D Part 2 H & S Regulations

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  • 1. NEBOSH Summary of Frequently Used Regulations in the Certificate. By John Johnston AIIRSM Health and Safety for Beginners www.healthandsafetytips.co.uk
  • 2. The Reporting of Injuries, Diseases and Dangerous Occurrences Regulations 1995 – RIDDOR ‘95 The reporting of serious incidents such as  fatalities, major injuries, or minor injuries resulting in lost time Specification of diseases linked with  occupations Dangerous occurrences which could have  resulted in serious injury or death Gathering of national statistics to enable the  HSC & HSE to direct their enforcement activities
  • 3. The Control of Substances Hazardous to Health Regulations 2002 – COSHH ‘02 Assessment of the hazards of chemical and  biological agents is necessary Exposure to a substance or agent can have a  short term and long term harm to health Classification of hazards aids choosing the right  control measures Communication of hazard information using  datasheets is the first step to controlling health hazards
  • 4. The Construction (Design and Management) Regulations 1994 – CDM Reg’s ‘94 Duties on designers, contractors, agents and  clients The construction process is inherently  dangerous and causes many accidents Most accidents are due to a lack of planning  All parties can make a significant impact on  health and safety during the design, build, manage and demolish phases of a building's life
  • 5. The Construction (Health, Safety and Welfare) Regulations 1996 – C(H,S&W) ‘96 Construction has an inherently poor record for  health and safety The changing and developing nature of a  construction environment usually results in non-existent welfare conditions The provision of basic standards of welfare to  employees on construction sites as an aid to reduce accidents and ill-health
  • 6. The Construction (Head Protection) Regulations 1989 A number of deaths and serious injuries on  construction sites were caused by falling objects The provision, maintenance and use of adequate  head protection on construction work is important The selection of the right type of head  protection is important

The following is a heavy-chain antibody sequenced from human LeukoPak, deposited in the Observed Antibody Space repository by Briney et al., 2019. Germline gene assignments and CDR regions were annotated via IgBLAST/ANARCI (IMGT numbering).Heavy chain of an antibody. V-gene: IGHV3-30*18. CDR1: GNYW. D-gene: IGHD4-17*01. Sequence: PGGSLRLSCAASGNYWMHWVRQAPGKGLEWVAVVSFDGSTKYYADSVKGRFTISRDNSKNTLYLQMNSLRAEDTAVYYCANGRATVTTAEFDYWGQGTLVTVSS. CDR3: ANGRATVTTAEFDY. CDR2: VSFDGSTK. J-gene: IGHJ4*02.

• 7. The Health and Safety (Safety Signs and Signals) Regulations 1996 Standardisation of signs and signals  With the harmonistaion in Europe, the  importance of signs which do not require the member country's language to be understood was raised Principle of four types of sign: Mandatory,  Prohibition, Warning and Safe Condition
  • 8. The Electricity at Work Regulations 1989 – EAW ‘89 Work on live electrical conductors is dangerous  Properly designed and installed electrical systems  are required Persons working on an electrical system must be  competent Appropriate protection devices can minimise the  potential harm of contact with electricity
  • 9. The Noise at Work Regulations 1989 – NAW ‘89 Noise above a certain level causes permanent  hearing loss Assessment of the noise level is the first step to  identifying appropriate control measures Action levels determine the type of response by  the employer 85db(A), 90 db(A), 120 Pa 
  • 10. The Ionising Radiation Regulations 1999 – IRR ‘99 Every practice involving exposure to Ionising  radiation must be justified by the advantages it produces All exposures shall be kept as low as possible  The sum of doses received shall not exceed a  certain limit
  • 11. The Confined Spaces Regulations 1997 Accidents caused by oxygen deficient  atmospheres are predictable Arrangements for identifying dangerous  situations are easily made Emergency arrangements must be in place for  common types of work Access to a confined space is always restricted 
  • 12. The Safety Rep's and Safety Committee Regulations 1977 – SRSCR ‘77 The principles of co-operation between an  employer and employees represented by their unions Safety representatives play an essential part in  monitoring the effectiveness of an employers health and safety arrangements Provide a consultative mechanism for an  employer to consider improvements in health and safety
  • 13. The Health and Safety (Consultation with Employees) Regulations 1996 The prevalence on non-unionised premises  required an update of the SRSCR 1977 The importance of consultation in good time  was emphasised Allowing the election of representatives from  constituencies within an organisation Provision of resources to assist the  representative in their duties
  • 14. The Health and Safety (Information for Employees) Regulations 1989 The enforcement authority obligation to provide  information to employees regarding their activities Declaration of factual information which all  employees are entitled to see Accountability of inspectors to those persons  they make contact with
  • 15. The Control of Pesticides Regulations 1986 – COP ‘86 Provide a framework of legal control of  pesticides An official approval process takes place  Users must comply with the conditions  Users must receive instruction and training 
  • 16. The Fire Precautions Act 1971 – FPA ‘71 Premises must afford a basic standard of fire  prevention and control Certified premises are monitored to ensure  compliance Design alterations and modifications to the  workplace commonly are to the detriment of fire precautions
  • 17. Thank You Remember The Six Pack PowerPoint Slide Show.